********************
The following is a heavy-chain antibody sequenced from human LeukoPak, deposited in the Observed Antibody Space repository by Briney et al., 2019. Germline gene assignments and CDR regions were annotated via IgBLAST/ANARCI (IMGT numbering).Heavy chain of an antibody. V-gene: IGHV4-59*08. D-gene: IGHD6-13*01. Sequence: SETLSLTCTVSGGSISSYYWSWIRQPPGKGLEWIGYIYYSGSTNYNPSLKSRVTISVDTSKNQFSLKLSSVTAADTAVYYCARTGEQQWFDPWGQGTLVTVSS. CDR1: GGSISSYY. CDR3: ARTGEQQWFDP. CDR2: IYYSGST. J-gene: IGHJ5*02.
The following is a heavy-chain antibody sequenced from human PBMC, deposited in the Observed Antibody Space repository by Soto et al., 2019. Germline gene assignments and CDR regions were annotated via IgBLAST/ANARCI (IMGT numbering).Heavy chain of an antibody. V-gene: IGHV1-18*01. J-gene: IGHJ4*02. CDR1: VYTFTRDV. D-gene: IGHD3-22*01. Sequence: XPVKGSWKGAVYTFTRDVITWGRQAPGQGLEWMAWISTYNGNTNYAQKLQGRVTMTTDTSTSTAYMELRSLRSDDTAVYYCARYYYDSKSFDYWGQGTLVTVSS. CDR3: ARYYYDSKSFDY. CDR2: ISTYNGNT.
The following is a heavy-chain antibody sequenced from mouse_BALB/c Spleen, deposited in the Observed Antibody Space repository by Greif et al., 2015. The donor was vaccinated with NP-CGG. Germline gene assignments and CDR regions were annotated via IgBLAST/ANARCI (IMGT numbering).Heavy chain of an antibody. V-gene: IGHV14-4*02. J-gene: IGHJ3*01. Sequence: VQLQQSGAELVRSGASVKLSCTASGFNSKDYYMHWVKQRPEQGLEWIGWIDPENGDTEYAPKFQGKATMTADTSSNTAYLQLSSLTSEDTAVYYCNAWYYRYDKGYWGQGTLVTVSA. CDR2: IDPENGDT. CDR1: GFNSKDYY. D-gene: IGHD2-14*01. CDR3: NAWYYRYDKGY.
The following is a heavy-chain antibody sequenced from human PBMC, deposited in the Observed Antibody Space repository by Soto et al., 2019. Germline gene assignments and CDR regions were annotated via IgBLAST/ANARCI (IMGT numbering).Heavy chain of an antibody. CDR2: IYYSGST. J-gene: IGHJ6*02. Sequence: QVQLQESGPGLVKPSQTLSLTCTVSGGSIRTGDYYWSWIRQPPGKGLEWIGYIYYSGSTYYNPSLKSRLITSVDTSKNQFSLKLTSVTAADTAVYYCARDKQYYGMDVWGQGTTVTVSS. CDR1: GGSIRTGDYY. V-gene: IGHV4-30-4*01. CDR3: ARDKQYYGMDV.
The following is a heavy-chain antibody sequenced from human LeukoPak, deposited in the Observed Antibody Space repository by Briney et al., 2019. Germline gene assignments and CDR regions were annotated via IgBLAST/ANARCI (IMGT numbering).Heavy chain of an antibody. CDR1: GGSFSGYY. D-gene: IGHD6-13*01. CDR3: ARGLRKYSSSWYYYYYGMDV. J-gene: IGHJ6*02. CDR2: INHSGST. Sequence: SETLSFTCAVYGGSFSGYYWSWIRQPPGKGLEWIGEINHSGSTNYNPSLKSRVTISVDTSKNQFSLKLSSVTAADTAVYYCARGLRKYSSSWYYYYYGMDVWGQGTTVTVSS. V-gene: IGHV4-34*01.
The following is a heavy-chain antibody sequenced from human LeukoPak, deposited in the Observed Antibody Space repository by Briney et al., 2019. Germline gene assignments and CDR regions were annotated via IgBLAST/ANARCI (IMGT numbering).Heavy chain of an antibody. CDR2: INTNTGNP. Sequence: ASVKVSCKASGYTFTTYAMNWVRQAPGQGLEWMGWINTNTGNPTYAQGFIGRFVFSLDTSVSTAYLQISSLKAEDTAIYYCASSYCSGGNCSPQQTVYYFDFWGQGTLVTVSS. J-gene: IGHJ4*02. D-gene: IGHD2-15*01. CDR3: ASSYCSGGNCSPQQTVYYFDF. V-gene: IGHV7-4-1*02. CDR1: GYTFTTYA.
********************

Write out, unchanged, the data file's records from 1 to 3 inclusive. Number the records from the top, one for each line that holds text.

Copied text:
The following is a heavy-chain antibody sequenced from human LeukoPak, deposited in the Observed Antibody Space repository by Briney et al., 2019. Germline gene assignments and CDR regions were annotated via IgBLAST/ANARCI (IMGT numbering).Heavy chain of an antibody. V-gene: IGHV4-59*08. D-gene: IGHD6-13*01. Sequence: SETLSLTCTVSGGSISSYYWSWIRQPPGKGLEWIGYIYYSGSTNYNPSLKSRVTISVDTSKNQFSLKLSSVTAADTAVYYCARTGEQQWFDPWGQGTLVTVSS. CDR1: GGSISSYY. CDR3: ARTGEQQWFDP. CDR2: IYYSGST. J-gene: IGHJ5*02.
The following is a heavy-chain antibody sequenced from human PBMC, deposited in the Observed Antibody Space repository by Soto et al., 2019. Germline gene assignments and CDR regions were annotated via IgBLAST/ANARCI (IMGT numbering).Heavy chain of an antibody. V-gene: IGHV1-18*01. J-gene: IGHJ4*02. CDR1: VYTFTRDV. D-gene: IGHD3-22*01. Sequence: XPVKGSWKGAVYTFTRDVITWGRQAPGQGLEWMAWISTYNGNTNYAQKLQGRVTMTTDTSTSTAYMELRSLRSDDTAVYYCARYYYDSKSFDYWGQGTLVTVSS. CDR3: ARYYYDSKSFDY. CDR2: ISTYNGNT.
The following is a heavy-chain antibody sequenced from mouse_BALB/c Spleen, deposited in the Observed Antibody Space repository by Greif et al., 2015. The donor was vaccinated with NP-CGG. Germline gene assignments and CDR regions were annotated via IgBLAST/ANARCI (IMGT numbering).Heavy chain of an antibody. V-gene: IGHV14-4*02. J-gene: IGHJ3*01. Sequence: VQLQQSGAELVRSGASVKLSCTASGFNSKDYYMHWVKQRPEQGLEWIGWIDPENGDTEYAPKFQGKATMTADTSSNTAYLQLSSLTSEDTAVYYCNAWYYRYDKGYWGQGTLVTVSA. CDR2: IDPENGDT. CDR1: GFNSKDYY. D-gene: IGHD2-14*01. CDR3: NAWYYRYDKGY.